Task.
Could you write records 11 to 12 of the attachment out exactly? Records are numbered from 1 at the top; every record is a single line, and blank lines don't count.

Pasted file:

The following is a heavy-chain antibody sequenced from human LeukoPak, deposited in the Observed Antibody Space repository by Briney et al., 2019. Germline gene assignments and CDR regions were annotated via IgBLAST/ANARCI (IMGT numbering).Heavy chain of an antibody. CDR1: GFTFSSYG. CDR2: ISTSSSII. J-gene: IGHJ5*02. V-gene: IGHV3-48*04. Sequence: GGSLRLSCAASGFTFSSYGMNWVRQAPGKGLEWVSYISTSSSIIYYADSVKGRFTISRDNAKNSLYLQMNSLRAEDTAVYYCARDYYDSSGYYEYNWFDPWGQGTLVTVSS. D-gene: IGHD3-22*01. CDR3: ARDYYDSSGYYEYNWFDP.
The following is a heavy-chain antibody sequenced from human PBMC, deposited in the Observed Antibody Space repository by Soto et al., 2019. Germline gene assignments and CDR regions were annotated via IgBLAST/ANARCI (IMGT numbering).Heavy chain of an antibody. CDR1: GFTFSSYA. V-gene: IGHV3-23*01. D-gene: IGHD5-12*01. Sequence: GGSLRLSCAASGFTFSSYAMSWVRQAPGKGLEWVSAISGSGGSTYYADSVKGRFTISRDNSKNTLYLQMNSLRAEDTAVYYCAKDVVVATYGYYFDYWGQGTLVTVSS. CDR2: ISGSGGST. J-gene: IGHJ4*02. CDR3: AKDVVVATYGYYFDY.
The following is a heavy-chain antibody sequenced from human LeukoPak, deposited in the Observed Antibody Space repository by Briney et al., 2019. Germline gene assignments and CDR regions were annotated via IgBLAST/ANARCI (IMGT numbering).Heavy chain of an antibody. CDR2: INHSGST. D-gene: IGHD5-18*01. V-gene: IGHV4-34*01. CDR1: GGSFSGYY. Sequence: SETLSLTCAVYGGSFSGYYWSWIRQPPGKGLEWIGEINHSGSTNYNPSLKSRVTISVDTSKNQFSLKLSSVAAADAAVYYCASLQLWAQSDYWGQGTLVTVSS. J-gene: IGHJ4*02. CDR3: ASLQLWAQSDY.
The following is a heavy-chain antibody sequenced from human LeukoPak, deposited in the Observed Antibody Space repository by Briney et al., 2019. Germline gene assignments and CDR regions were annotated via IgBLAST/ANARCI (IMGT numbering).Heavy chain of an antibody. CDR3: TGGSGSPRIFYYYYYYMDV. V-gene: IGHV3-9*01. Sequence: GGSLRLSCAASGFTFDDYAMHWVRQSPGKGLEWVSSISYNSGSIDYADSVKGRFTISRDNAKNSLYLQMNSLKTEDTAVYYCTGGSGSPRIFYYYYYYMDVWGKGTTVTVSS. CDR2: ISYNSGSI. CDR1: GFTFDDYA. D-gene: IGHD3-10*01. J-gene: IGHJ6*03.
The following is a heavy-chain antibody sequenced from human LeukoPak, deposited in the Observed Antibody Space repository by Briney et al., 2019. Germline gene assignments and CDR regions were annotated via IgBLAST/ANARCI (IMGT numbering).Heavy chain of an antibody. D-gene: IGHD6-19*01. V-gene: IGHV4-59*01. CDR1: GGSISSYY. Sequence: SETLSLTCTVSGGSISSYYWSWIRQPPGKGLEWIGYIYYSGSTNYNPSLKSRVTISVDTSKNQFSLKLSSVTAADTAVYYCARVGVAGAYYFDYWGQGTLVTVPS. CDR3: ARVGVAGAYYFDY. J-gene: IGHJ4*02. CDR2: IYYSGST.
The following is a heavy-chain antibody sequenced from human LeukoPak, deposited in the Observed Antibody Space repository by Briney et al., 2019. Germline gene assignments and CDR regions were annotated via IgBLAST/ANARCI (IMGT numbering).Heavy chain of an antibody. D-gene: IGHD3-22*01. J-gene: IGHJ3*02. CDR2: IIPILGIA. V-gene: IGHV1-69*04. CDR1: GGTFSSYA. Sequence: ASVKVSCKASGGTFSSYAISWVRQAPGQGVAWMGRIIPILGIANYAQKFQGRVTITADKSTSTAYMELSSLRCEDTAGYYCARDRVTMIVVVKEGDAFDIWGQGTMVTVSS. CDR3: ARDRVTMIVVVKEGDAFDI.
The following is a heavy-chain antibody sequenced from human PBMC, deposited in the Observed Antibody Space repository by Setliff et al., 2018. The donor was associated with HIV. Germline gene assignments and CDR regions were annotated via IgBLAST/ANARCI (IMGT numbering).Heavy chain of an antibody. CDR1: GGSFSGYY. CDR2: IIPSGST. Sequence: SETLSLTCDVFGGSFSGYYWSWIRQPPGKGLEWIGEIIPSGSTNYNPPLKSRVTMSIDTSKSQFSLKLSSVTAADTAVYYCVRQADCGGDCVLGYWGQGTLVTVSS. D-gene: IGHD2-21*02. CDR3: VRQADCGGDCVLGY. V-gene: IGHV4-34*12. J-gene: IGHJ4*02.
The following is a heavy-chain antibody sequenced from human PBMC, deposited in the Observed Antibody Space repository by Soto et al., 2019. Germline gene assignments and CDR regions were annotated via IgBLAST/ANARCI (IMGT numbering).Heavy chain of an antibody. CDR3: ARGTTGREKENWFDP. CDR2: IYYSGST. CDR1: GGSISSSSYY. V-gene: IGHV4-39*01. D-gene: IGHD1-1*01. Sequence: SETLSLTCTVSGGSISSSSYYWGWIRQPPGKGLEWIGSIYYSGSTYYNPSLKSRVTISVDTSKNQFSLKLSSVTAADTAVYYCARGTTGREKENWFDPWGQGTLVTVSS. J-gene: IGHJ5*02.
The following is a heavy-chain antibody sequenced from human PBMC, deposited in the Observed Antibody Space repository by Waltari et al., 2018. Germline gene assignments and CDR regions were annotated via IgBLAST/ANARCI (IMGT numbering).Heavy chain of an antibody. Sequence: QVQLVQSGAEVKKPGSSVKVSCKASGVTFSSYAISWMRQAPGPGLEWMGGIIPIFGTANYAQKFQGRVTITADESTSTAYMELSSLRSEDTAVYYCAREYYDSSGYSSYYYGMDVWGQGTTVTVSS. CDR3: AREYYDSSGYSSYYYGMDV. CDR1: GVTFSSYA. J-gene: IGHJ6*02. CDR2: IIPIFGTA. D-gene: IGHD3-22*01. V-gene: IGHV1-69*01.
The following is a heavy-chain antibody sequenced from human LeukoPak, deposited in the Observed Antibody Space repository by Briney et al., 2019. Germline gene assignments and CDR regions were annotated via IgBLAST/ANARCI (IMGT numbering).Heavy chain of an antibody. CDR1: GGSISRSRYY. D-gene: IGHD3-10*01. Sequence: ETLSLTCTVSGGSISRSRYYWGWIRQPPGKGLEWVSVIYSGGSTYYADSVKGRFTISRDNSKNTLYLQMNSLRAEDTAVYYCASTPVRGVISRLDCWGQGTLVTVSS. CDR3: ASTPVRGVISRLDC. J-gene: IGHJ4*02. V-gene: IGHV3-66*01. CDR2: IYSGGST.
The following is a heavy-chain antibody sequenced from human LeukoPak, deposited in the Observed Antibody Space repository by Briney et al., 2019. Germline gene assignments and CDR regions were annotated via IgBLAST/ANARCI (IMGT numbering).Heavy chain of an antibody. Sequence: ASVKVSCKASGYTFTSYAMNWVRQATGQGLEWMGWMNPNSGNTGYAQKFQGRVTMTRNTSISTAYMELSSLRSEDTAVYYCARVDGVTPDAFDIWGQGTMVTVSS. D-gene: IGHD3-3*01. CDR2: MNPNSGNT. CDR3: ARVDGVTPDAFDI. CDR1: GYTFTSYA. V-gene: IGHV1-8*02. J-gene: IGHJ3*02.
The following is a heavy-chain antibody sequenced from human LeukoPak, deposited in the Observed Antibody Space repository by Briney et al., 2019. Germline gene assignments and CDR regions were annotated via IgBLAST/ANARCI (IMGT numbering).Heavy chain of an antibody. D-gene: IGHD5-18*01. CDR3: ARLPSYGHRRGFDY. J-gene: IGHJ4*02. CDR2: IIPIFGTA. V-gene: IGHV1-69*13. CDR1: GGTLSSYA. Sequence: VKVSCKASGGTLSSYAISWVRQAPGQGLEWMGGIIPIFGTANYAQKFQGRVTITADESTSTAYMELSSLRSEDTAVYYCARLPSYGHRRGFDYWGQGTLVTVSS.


The following is a heavy-chain antibody sequenced from human LeukoPak, deposited in the Observed Antibody Space repository by Briney et al., 2019. Germline gene assignments and CDR regions were annotated via IgBLAST/ANARCI (IMGT numbering).Heavy chain of an antibody. Sequence: ASVKVSCKASGYTFTSYAMNWVRQATGQGLEWMGWMNPNSGNTGYAQKFQGRVTMTRNTSISTAYMELSSLRSEDTAVYYCARVDGVTPDAFDIWGQGTMVTVSS. D-gene: IGHD3-3*01. CDR2: MNPNSGNT. CDR3: ARVDGVTPDAFDI. CDR1: GYTFTSYA. V-gene: IGHV1-8*02. J-gene: IGHJ3*02.
The following is a heavy-chain antibody sequenced from human LeukoPak, deposited in the Observed Antibody Space repository by Briney et al., 2019. Germline gene assignments and CDR regions were annotated via IgBLAST/ANARCI (IMGT numbering).Heavy chain of an antibody. D-gene: IGHD5-18*01. CDR3: ARLPSYGHRRGFDY. J-gene: IGHJ4*02. CDR2: IIPIFGTA. V-gene: IGHV1-69*13. CDR1: GGTLSSYA. Sequence: VKVSCKASGGTLSSYAISWVRQAPGQGLEWMGGIIPIFGTANYAQKFQGRVTITADESTSTAYMELSSLRSEDTAVYYCARLPSYGHRRGFDYWGQGTLVTVSS.